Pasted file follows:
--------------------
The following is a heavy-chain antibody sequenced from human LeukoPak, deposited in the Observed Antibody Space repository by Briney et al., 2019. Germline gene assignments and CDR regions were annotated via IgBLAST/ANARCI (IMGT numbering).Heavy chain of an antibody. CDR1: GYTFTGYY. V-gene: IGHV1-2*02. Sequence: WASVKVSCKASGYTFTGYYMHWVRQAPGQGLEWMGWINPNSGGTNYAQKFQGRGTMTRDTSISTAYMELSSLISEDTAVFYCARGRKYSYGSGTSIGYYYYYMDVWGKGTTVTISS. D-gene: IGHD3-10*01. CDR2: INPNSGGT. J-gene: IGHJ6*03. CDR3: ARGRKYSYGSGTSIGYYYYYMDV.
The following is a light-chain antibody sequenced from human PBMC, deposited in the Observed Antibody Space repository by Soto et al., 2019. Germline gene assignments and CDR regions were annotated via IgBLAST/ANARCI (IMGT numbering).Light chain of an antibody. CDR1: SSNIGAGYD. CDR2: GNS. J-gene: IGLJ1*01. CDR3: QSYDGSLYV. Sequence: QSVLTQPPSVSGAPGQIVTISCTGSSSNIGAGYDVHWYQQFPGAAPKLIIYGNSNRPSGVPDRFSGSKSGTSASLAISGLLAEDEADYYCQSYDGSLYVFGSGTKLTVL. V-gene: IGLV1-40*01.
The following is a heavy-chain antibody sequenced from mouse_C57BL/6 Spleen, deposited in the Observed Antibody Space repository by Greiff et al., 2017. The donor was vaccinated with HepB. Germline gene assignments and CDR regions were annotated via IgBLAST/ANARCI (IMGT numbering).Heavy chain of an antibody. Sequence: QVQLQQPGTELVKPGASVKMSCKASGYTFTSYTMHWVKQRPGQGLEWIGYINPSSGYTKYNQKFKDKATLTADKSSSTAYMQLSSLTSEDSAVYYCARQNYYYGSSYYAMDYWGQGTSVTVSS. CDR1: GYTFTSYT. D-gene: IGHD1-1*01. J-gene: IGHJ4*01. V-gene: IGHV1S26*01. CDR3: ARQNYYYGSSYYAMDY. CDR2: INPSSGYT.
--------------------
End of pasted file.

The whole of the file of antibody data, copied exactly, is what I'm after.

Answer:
The following is a heavy-chain antibody sequenced from human LeukoPak, deposited in the Observed Antibody Space repository by Briney et al., 2019. Germline gene assignments and CDR regions were annotated via IgBLAST/ANARCI (IMGT numbering).Heavy chain of an antibody. CDR1: GYTFTGYY. V-gene: IGHV1-2*02. Sequence: WASVKVSCKASGYTFTGYYMHWVRQAPGQGLEWMGWINPNSGGTNYAQKFQGRGTMTRDTSISTAYMELSSLISEDTAVFYCARGRKYSYGSGTSIGYYYYYMDVWGKGTTVTISS. D-gene: IGHD3-10*01. CDR2: INPNSGGT. J-gene: IGHJ6*03. CDR3: ARGRKYSYGSGTSIGYYYYYMDV.
The following is a light-chain antibody sequenced from human PBMC, deposited in the Observed Antibody Space repository by Soto et al., 2019. Germline gene assignments and CDR regions were annotated via IgBLAST/ANARCI (IMGT numbering).Light chain of an antibody. CDR1: SSNIGAGYD. CDR2: GNS. J-gene: IGLJ1*01. CDR3: QSYDGSLYV. Sequence: QSVLTQPPSVSGAPGQIVTISCTGSSSNIGAGYDVHWYQQFPGAAPKLIIYGNSNRPSGVPDRFSGSKSGTSASLAISGLLAEDEADYYCQSYDGSLYVFGSGTKLTVL. V-gene: IGLV1-40*01.
The following is a heavy-chain antibody sequenced from mouse_C57BL/6 Spleen, deposited in the Observed Antibody Space repository by Greiff et al., 2017. The donor was vaccinated with HepB. Germline gene assignments and CDR regions were annotated via IgBLAST/ANARCI (IMGT numbering).Heavy chain of an antibody. Sequence: QVQLQQPGTELVKPGASVKMSCKASGYTFTSYTMHWVKQRPGQGLEWIGYINPSSGYTKYNQKFKDKATLTADKSSSTAYMQLSSLTSEDSAVYYCARQNYYYGSSYYAMDYWGQGTSVTVSS. CDR1: GYTFTSYT. D-gene: IGHD1-1*01. J-gene: IGHJ4*01. V-gene: IGHV1S26*01. CDR3: ARQNYYYGSSYYAMDY. CDR2: INPSSGYT.